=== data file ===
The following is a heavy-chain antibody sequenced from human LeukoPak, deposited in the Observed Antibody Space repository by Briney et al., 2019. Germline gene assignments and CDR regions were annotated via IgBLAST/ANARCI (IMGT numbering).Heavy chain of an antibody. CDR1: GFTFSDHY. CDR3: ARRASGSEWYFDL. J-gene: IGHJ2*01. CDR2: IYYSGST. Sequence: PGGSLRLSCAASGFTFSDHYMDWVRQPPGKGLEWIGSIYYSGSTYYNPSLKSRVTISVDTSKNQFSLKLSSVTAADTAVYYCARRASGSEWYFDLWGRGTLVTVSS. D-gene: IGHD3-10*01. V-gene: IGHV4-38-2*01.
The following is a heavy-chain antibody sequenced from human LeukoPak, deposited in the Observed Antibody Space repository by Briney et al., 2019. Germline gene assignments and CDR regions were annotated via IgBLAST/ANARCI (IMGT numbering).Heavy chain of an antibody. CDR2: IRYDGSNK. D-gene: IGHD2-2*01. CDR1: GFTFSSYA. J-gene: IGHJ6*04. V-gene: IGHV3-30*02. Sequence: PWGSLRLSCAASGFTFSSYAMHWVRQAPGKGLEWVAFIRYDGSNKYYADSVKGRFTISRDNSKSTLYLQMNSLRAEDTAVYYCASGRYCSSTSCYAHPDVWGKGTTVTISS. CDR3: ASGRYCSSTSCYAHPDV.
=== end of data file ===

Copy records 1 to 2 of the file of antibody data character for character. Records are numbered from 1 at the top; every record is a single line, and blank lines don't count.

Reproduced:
The following is a heavy-chain antibody sequenced from human LeukoPak, deposited in the Observed Antibody Space repository by Briney et al., 2019. Germline gene assignments and CDR regions were annotated via IgBLAST/ANARCI (IMGT numbering).Heavy chain of an antibody. CDR1: GFTFSDHY. CDR3: ARRASGSEWYFDL. J-gene: IGHJ2*01. CDR2: IYYSGST. Sequence: PGGSLRLSCAASGFTFSDHYMDWVRQPPGKGLEWIGSIYYSGSTYYNPSLKSRVTISVDTSKNQFSLKLSSVTAADTAVYYCARRASGSEWYFDLWGRGTLVTVSS. D-gene: IGHD3-10*01. V-gene: IGHV4-38-2*01.
The following is a heavy-chain antibody sequenced from human LeukoPak, deposited in the Observed Antibody Space repository by Briney et al., 2019. Germline gene assignments and CDR regions were annotated via IgBLAST/ANARCI (IMGT numbering).Heavy chain of an antibody. CDR2: IRYDGSNK. D-gene: IGHD2-2*01. CDR1: GFTFSSYA. J-gene: IGHJ6*04. V-gene: IGHV3-30*02. Sequence: PWGSLRLSCAASGFTFSSYAMHWVRQAPGKGLEWVAFIRYDGSNKYYADSVKGRFTISRDNSKSTLYLQMNSLRAEDTAVYYCASGRYCSSTSCYAHPDVWGKGTTVTISS. CDR3: ASGRYCSSTSCYAHPDV.